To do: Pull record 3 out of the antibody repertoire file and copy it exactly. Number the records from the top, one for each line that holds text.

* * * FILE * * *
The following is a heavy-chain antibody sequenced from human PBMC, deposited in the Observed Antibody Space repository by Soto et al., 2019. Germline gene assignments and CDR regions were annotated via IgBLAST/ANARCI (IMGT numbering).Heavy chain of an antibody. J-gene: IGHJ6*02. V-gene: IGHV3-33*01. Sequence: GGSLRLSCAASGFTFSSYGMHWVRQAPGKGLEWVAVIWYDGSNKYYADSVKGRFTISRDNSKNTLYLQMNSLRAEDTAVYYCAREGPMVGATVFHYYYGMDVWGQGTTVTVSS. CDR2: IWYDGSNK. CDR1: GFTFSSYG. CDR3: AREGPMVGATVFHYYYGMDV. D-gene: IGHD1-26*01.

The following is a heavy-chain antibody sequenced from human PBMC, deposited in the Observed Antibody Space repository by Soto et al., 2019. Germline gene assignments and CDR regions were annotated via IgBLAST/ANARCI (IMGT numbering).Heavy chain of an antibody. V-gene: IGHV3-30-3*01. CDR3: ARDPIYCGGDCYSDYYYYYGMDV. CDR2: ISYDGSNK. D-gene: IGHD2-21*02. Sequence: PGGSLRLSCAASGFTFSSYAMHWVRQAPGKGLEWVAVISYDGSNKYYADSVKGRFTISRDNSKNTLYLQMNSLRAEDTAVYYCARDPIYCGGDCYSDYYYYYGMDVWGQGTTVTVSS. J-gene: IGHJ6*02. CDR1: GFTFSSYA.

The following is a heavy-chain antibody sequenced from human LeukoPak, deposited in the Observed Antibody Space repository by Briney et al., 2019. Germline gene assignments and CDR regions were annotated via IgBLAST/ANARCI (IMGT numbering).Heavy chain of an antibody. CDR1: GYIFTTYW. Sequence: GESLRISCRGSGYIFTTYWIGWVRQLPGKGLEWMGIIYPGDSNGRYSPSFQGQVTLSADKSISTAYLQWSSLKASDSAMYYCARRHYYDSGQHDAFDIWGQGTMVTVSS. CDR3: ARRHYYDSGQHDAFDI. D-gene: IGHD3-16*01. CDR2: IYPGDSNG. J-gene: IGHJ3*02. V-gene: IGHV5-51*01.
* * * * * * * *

The following is a heavy-chain antibody sequenced from human LeukoPak, deposited in the Observed Antibody Space repository by Briney et al., 2019. Germline gene assignments and CDR regions were annotated via IgBLAST/ANARCI (IMGT numbering).Heavy chain of an antibody. CDR1: GYIFTTYW. Sequence: GESLRISCRGSGYIFTTYWIGWVRQLPGKGLEWMGIIYPGDSNGRYSPSFQGQVTLSADKSISTAYLQWSSLKASDSAMYYCARRHYYDSGQHDAFDIWGQGTMVTVSS. CDR3: ARRHYYDSGQHDAFDI. D-gene: IGHD3-16*01. CDR2: IYPGDSNG. J-gene: IGHJ3*02. V-gene: IGHV5-51*01.